While the possibility of the coup being staged by Erdogan’s regime has been raised, the Islamist-leaning President Recep Tayyip Erdogan, who expressed that the coup was a “gift from God,” responded swiftly with an intense crackdown.  He called for support from those who are loyal to him, solidifying his power over the state apparatus.  Erdogan promised a “New Turkey,” increasingly marginalizing populations that are secular-oriented and pro-Western. Erdogan has pointed out that Ankara may shift away from its EU-considerate policy to an Asia-leaning policy, perhaps joining Shanghai, Moscow, and various capitals of Central Asian states (many of them having Turkic heritage as well) to comprise an updated version of the Shanghai Cooperation Organization (SCO).  The SCO – a counter-NATO land-power alliance with territory roughly corresponding to a good portion of the old Mongolian Empire – is a security bloc dominated by illiberal authoritarian regimes.

Moreover, Erdogan also has been stressing that trade between Russia, Iran, and the PRC should be conducted in local currencies, in an attempt to prop up its sliding lira.  Ankara also has recently held bilateral talks with Tehran, engaging in some warming of relationship between the two capitals which has had some tensions during the secularist years before Erdogan’s Justice and Development party (AKP) took control of the levels of power. The rise of Turkey as a strong Islamist state would also concern the Communist Party running the People’s Republic of China, which has its own problem regarding a Uyghur secessionist movement in East Turkestan (Xinjiang province), potentially creating a movement to form a jihadist statelet in Central Asia. Recall that series of protests broke out in Turkey after Beijing’s alleged maltreatment of Uyghurs (and government-supported large-scale colonization of East Turkestan by the ethnic Han population) during the month of Ramadan in 2005. Asia Minor and Central Asia are connected by history of a common people.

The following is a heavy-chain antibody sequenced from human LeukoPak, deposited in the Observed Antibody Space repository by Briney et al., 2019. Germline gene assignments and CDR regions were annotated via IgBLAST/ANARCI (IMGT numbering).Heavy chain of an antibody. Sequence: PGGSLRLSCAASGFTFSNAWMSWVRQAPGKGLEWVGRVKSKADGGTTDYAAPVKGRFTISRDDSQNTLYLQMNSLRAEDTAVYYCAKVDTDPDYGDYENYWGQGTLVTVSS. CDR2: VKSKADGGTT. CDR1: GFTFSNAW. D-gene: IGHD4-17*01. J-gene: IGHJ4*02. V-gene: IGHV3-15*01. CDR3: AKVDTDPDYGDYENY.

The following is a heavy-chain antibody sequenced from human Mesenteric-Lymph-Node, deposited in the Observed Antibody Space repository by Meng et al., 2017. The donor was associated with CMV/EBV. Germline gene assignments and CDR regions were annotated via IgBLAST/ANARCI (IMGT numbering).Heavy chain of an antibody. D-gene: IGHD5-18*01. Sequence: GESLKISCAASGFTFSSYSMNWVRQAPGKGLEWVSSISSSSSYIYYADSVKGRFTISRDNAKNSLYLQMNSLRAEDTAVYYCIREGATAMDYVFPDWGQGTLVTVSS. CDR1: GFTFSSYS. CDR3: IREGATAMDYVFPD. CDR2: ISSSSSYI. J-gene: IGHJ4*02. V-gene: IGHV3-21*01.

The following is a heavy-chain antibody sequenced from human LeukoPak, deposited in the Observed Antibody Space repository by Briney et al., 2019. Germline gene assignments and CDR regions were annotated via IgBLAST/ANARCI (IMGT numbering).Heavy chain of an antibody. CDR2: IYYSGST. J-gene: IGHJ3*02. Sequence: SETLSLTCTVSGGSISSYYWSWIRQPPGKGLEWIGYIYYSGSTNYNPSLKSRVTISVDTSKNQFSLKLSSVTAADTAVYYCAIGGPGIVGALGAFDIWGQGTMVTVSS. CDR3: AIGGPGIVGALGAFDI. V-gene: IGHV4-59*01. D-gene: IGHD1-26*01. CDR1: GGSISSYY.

The rise of authoritarian regimes is not limited to Turkey.  Indeed, so far as Eurasian geopolitics is concerned, consolidation of the state authority of major regional players, and even the resurrection of old imperial order – one might call it ‘neo-imperialism’– seems to be the track upon which history is currently unfolding. Gone are the days when liberal democracy’s march across the globe seemed inevitable. 2016 may stand at history’s threshold of a new era.

The Russian Federation, fifteen years since the collapse of Soviet Union, has been surging again with imperial vigor, with spirited intervention into its periphery, on all of its flanks. It has been a customary mainstream view to point out that Russia and its security has been threatened due to the gradual eastward march of NATO since the Soviet collapse. It is commonly argued that Russia, due to repeated invasions by foreign forces throughout its history (such as Mongols, French, and Germans), traditionally envisions its borders as a vague regional “plane” rather than clear-cut “line.”  Thus, a threatened Moscow is engaging in a struggle for security to ward off any encroaching powers and constellation of alliances by bolstering its militarization practices, especially after the Crimean crisis of 2014.

However, there is another side to this narrative. Janusz Bugajski, Senior Fellow at the Center for European Policy Analysis (CEPA) headquartered in Washington DC, points out that Russia’s quest for imperial status (at least to unseat US position as the unipolar power) began shortly after Soviet collapse, as early as 1993. Russia’s previous incarnations have all been imperial entities, being inheritor of Byzantine Empire.  Russian regimes styled itself as ‘New Rome’ after accepting Eastern Christianity in the 10th century (and especially after the fall of Constantinople), effectively becoming the ‘Northern Roman Empire.’